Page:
To be perfectly honest this post feels quite like word vomit to me at this point.  There’s so much I want to say & the words just aren’t coming to me tonight.  Though I have fumbled through the words, I hope the passion I feel for this matter has somehow come through & that at least one person who reads this will be encouraged to begin the process of self-forgiveness & moving toward a brighter tomorrow.

I’d love to hear what you think on this matter.  Am I speaking to the wind or does any of this make sense?

The Negative Emotion-Guilt Complex


anxiety

Last week I had my monthly session with my therapist & I told her how that week I’d had my first real anxiety attack in at least a month or more.  It happened on Monday afternoon of last week when I was just feeling overwhelmed with my busy schedule, working overtime, lack of sleep, etc.  Thankfully with some encouragement from a dear friend of mine, diffusing & applying several essential oils, & some deep-breathing exercises I was able to quickly move past the anxiety attack & get on with my busy day.  It felt like such a big step for me to be able to tell my therapist that not only was that my first real anxiety attack in a long time but, perhaps more importantly, I didn’t allow the attack to ruin my entire day or week.  Instead of feeling defeated & discouraged & beating myself up over having a “bad day” I just rejoiced in the fact that I was able to recover so quickly & move on with my life.  You have to understand that ordinarily when I have high anxiety days or anxiety attacks for whatever reason (often there really is no reason) I not only have to cope with the anxiety itself but also with guilt over suffering from anxiety problems.  This guilt of course only serves to compound the problem.

I grew up with the idea that certain emotions in & of themselves are sinful.  I’m not sure exactly where I got this idea but it was just there.  Add that to the perfectionistic, high-anxiety personality I was somehow born with & you’ve got a pretty difficult situation.  For the first 18 or so years of my life, whether I wanted to or not, I believed that “negative” emotions such as anger, fear, hate, frustration, sadness, etc were sins.  Naturally this created a horrible cycle in which I felt guilty for experiencing these types of emotions & then the guilt just triggered more sadness, anger, whatever & the cycle continued.  What a mess!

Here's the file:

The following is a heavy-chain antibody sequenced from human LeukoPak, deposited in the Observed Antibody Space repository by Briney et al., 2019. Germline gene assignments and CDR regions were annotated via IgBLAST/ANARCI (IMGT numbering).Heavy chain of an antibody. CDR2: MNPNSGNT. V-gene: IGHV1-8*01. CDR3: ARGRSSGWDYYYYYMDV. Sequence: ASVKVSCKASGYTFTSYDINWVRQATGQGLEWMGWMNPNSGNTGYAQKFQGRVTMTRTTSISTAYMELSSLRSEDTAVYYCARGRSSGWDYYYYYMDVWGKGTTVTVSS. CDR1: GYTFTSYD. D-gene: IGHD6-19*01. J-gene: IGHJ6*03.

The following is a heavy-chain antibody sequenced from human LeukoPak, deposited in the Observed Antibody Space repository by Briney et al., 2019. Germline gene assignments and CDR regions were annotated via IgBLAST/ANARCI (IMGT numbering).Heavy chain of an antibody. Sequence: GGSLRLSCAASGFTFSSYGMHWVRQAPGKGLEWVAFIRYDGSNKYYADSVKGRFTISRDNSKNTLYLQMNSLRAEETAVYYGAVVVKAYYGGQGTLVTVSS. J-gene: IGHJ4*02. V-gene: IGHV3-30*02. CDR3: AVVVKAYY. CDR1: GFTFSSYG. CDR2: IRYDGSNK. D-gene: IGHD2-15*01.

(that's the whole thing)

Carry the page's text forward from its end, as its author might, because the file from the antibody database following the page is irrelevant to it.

The older I’ve gotten the more clear it’s become to me that no emotions are ever sins in & of themselves.  Feelings are feelings, nothing more, nothing less.  They are what make us ALIVE.  They are what make us human beings.  For example, it is only human nature to be angry at times, even to the point of wanting to hurt someone or something.  It is what we DO with our emotions that matters.  For example, when we strike out in anger at someone, whether verbally or physically, that is when we cross into sinful territory.  Allowing so-called negative emotions to overcome us to the point of being permanently bitter is also perhaps sinful.  But again it is not the feelings themselves that are the problem; it is the actions that spring out of them.  And I for one believe that, though fallible, we as humans have the power to control our emotions.  We might not be able to stop ourselves from feeling angry or frustrated over certain things.  Nor should that even be the goal.  But we DO have the power to stop those emotions from ruling us & causing us to act out in ways that hurt ourselves or other people.  To me that is the definition of sin (I hate that word but can’t think of anything better at the moment): something that hurts yourself or someone else.  I know that is kind of vague but the world is vague.  We only try to paint life in black & white because of how confusing it can be, to try to make sense of a world that is often unfair & cold.  But we do ourselves a disservice by trying to understand a very grey world in only two very extreme colors.  There is so much more to life than that.

I still struggle with anxiety.  But it’s not something that defines me anymore.  And I still struggle with not feeling guilty over having anxiety or experiencing other “negative” emotions.  But the greatest freedom I’ve found in life is when I let go of the guilt & just allow myself to feel whatever it is I’m feeling at that moment.  I have found that these so-called negative emotions leave a lot faster when I just admit what I’m feeling instead of trying to force myself to feel some other way out of guilt.  I don’t know if anyone else struggles with this or if it’s just me.  But I don’t think I’m that unique so I’m sure there are others out there fighting this battle too.  And I hope that if you’re one of those people & you’re reading this that you will be encouraged to move past the guilt & to learn to just enjoy being alive.  We all have our inner battles & we all have bad days because of them.  But as long as we don’t allow those days to define us we are winning. 

P.S. Whether you struggle with any particular mental illness or not, I strongly encourage everyone to consider seeing a counselor or therapist at least once in your life.  As a friend of mine once told me, we can all benefit from having someone to vent to who isn’t emotionally attached to us because no matter how “perfect” our lives may be, we all have issues we could benefit from discussing with an impartial mind.